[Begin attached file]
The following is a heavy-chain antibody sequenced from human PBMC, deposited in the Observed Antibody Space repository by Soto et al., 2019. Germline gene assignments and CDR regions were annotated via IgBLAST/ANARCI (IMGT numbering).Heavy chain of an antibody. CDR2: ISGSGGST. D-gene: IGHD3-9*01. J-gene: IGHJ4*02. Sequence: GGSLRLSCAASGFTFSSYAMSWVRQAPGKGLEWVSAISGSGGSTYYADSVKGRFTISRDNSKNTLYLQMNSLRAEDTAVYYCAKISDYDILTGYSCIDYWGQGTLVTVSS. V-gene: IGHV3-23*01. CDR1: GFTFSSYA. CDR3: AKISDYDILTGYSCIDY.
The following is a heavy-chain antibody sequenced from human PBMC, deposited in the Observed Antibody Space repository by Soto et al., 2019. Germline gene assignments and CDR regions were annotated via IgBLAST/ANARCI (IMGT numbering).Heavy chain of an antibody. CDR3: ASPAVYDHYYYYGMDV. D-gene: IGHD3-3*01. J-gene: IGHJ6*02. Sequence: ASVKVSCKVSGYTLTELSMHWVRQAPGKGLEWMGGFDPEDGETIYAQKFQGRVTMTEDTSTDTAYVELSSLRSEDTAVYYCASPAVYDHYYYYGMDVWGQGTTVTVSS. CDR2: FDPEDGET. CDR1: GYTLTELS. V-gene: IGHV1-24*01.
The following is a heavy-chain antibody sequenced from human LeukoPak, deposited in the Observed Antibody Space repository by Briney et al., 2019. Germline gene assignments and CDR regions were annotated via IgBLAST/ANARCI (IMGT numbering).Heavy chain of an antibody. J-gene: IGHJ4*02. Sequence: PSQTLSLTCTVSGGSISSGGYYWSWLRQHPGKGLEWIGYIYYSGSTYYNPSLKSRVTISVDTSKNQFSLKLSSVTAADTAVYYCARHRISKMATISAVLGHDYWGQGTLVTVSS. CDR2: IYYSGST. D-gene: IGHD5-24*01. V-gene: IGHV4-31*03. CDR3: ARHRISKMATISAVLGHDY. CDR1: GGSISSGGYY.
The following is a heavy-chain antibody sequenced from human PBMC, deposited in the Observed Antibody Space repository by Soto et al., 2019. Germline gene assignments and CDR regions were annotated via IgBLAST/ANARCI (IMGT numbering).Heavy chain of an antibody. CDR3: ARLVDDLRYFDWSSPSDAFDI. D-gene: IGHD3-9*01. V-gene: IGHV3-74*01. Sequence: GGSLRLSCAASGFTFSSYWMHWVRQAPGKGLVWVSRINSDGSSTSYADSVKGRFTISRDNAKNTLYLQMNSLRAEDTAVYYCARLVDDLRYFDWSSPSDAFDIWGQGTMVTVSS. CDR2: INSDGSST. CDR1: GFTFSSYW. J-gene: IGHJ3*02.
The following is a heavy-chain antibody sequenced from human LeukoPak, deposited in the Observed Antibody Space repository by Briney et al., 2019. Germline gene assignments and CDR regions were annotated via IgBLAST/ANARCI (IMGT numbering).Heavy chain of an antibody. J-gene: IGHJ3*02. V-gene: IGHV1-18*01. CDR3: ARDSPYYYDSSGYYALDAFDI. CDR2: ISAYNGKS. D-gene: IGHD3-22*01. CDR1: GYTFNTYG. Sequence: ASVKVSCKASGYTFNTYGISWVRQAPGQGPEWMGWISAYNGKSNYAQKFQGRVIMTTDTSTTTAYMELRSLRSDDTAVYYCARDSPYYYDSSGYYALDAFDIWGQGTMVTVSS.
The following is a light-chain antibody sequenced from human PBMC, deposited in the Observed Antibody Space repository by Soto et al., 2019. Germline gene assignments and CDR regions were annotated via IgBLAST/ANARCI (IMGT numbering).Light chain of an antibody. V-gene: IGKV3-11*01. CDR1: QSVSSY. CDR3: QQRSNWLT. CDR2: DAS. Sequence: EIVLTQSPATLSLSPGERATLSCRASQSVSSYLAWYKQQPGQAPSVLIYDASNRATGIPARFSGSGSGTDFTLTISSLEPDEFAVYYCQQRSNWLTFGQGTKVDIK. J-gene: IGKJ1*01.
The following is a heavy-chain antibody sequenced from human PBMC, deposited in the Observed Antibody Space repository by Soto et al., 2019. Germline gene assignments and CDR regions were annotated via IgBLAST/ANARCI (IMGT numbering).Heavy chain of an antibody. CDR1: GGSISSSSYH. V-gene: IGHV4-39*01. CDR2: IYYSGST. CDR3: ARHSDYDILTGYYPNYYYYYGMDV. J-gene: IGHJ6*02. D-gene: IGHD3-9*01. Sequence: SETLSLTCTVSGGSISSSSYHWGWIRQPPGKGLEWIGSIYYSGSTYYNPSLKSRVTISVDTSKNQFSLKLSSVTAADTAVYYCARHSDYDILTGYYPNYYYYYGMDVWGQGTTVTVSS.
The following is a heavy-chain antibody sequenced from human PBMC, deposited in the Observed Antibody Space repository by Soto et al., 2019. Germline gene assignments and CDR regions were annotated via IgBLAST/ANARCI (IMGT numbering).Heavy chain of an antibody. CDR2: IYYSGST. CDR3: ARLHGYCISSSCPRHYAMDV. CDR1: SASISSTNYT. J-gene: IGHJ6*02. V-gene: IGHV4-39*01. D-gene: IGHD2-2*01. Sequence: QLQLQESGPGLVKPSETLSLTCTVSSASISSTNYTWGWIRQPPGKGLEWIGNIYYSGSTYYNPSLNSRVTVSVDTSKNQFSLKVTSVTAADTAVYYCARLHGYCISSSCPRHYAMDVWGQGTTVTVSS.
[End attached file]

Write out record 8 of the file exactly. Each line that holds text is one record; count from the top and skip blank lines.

The following is a heavy-chain antibody sequenced from human PBMC, deposited in the Observed Antibody Space repository by Soto et al., 2019. Germline gene assignments and CDR regions were annotated via IgBLAST/ANARCI (IMGT numbering).Heavy chain of an antibody. CDR2: IYYSGST. CDR3: ARLHGYCISSSCPRHYAMDV. CDR1: SASISSTNYT. J-gene: IGHJ6*02. V-gene: IGHV4-39*01. D-gene: IGHD2-2*01. Sequence: QLQLQESGPGLVKPSETLSLTCTVSSASISSTNYTWGWIRQPPGKGLEWIGNIYYSGSTYYNPSLNSRVTVSVDTSKNQFSLKVTSVTAADTAVYYCARLHGYCISSSCPRHYAMDVWGQGTTVTVSS.